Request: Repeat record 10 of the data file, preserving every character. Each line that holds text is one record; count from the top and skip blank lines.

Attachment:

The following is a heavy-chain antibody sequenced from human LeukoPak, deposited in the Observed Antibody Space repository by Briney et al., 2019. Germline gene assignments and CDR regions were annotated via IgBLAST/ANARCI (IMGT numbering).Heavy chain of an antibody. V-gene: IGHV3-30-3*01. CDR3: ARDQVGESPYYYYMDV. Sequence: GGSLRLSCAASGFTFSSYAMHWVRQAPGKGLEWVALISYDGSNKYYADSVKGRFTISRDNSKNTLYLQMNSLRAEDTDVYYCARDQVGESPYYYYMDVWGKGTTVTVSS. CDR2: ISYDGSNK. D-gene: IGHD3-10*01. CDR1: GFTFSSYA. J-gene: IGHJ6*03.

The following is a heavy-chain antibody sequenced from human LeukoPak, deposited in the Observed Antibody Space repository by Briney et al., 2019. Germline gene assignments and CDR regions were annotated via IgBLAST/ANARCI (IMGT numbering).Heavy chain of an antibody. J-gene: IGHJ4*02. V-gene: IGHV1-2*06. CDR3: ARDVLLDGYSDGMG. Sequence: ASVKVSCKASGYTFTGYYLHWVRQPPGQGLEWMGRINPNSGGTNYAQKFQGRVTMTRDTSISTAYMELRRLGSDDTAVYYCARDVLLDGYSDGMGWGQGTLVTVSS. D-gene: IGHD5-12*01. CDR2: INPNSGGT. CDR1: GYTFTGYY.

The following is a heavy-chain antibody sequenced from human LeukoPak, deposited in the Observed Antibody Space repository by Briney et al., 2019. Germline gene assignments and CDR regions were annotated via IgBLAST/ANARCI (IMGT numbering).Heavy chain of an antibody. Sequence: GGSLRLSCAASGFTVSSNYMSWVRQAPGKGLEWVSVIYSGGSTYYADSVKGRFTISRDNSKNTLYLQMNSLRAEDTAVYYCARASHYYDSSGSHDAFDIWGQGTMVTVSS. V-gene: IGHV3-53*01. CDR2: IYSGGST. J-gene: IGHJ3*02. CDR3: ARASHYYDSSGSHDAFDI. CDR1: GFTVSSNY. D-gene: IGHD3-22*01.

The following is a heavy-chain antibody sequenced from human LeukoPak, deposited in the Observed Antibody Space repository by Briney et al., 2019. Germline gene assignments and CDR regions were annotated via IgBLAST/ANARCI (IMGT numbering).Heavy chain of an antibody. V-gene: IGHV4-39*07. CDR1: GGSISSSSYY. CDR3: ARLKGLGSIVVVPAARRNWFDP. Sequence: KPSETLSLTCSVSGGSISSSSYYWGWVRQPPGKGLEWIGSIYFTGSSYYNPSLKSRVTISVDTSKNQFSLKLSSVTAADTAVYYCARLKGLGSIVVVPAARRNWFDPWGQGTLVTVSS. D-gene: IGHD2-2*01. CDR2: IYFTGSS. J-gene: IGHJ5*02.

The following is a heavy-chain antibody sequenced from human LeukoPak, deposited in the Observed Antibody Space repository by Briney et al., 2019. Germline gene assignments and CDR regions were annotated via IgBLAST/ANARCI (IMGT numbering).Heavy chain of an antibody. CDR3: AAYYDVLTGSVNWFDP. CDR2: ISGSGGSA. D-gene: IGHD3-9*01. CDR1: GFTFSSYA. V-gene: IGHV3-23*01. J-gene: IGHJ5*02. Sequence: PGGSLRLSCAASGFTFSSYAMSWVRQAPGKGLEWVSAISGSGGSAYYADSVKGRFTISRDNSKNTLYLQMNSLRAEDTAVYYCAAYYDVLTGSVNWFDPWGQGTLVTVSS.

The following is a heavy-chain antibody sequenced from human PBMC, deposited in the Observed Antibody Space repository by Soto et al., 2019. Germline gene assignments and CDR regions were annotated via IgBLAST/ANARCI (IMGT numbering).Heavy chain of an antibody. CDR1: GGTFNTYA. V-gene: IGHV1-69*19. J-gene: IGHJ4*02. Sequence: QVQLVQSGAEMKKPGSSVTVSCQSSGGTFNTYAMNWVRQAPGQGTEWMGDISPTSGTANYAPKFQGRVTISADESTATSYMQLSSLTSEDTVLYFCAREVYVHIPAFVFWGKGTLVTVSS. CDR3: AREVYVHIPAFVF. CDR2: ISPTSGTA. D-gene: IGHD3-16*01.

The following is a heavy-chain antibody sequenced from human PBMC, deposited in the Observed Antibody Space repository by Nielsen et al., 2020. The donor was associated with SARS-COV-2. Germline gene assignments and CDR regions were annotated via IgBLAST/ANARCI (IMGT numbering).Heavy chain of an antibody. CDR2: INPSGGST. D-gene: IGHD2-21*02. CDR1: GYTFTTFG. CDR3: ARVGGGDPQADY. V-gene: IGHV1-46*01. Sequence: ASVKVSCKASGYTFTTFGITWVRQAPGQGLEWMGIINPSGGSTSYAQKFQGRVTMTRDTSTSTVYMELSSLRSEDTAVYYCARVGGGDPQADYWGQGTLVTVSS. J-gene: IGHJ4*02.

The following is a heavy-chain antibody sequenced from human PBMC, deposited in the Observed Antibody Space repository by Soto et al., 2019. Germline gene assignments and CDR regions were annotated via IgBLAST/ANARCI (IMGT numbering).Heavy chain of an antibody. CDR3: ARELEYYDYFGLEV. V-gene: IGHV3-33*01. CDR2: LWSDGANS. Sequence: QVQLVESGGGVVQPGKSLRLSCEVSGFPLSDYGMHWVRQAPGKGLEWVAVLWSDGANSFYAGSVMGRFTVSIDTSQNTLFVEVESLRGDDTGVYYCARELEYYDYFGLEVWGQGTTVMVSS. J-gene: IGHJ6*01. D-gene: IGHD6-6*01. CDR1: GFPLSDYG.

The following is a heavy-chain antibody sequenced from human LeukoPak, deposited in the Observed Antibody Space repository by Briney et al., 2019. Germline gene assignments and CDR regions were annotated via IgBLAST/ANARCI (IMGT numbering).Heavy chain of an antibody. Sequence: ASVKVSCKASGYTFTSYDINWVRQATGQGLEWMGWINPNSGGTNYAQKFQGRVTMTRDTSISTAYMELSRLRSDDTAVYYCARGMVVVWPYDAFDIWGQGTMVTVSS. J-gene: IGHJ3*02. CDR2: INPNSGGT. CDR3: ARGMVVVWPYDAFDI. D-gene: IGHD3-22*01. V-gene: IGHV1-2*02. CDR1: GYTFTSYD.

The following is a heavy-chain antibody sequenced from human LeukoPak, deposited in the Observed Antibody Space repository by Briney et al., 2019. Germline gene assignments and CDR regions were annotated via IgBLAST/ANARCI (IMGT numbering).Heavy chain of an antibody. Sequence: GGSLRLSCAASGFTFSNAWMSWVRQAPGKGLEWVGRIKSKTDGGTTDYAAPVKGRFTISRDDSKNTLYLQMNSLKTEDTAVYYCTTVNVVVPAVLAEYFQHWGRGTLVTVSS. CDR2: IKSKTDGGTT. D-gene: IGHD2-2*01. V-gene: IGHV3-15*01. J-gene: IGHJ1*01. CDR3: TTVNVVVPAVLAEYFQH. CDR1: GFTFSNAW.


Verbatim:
The following is a heavy-chain antibody sequenced from human LeukoPak, deposited in the Observed Antibody Space repository by Briney et al., 2019. Germline gene assignments and CDR regions were annotated via IgBLAST/ANARCI (IMGT numbering).Heavy chain of an antibody. Sequence: GGSLRLSCAASGFTFSNAWMSWVRQAPGKGLEWVGRIKSKTDGGTTDYAAPVKGRFTISRDDSKNTLYLQMNSLKTEDTAVYYCTTVNVVVPAVLAEYFQHWGRGTLVTVSS. CDR2: IKSKTDGGTT. D-gene: IGHD2-2*01. V-gene: IGHV3-15*01. J-gene: IGHJ1*01. CDR3: TTVNVVVPAVLAEYFQH. CDR1: GFTFSNAW.